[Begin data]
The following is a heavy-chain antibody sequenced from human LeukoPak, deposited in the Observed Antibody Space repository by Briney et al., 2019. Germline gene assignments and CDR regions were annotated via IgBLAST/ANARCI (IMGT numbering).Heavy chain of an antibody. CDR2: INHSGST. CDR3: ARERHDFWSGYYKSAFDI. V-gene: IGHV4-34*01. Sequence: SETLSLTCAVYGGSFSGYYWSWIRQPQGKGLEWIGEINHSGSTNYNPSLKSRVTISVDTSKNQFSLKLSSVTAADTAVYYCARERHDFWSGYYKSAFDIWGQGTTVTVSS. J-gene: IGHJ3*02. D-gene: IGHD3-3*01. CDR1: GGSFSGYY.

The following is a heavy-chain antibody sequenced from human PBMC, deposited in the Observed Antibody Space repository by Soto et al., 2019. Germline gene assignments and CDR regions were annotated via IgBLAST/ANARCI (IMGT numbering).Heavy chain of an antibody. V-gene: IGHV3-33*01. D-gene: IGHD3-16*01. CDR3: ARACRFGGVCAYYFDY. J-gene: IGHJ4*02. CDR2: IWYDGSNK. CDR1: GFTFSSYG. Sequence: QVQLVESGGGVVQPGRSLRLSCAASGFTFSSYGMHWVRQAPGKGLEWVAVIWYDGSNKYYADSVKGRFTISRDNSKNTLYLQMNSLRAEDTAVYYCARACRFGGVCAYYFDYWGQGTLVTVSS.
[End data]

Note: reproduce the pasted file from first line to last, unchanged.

The following is a heavy-chain antibody sequenced from human LeukoPak, deposited in the Observed Antibody Space repository by Briney et al., 2019. Germline gene assignments and CDR regions were annotated via IgBLAST/ANARCI (IMGT numbering).Heavy chain of an antibody. CDR2: INHSGST. CDR3: ARERHDFWSGYYKSAFDI. V-gene: IGHV4-34*01. Sequence: SETLSLTCAVYGGSFSGYYWSWIRQPQGKGLEWIGEINHSGSTNYNPSLKSRVTISVDTSKNQFSLKLSSVTAADTAVYYCARERHDFWSGYYKSAFDIWGQGTTVTVSS. J-gene: IGHJ3*02. D-gene: IGHD3-3*01. CDR1: GGSFSGYY.

The following is a heavy-chain antibody sequenced from human PBMC, deposited in the Observed Antibody Space repository by Soto et al., 2019. Germline gene assignments and CDR regions were annotated via IgBLAST/ANARCI (IMGT numbering).Heavy chain of an antibody. V-gene: IGHV3-33*01. D-gene: IGHD3-16*01. CDR3: ARACRFGGVCAYYFDY. J-gene: IGHJ4*02. CDR2: IWYDGSNK. CDR1: GFTFSSYG. Sequence: QVQLVESGGGVVQPGRSLRLSCAASGFTFSSYGMHWVRQAPGKGLEWVAVIWYDGSNKYYADSVKGRFTISRDNSKNTLYLQMNSLRAEDTAVYYCARACRFGGVCAYYFDYWGQGTLVTVSS.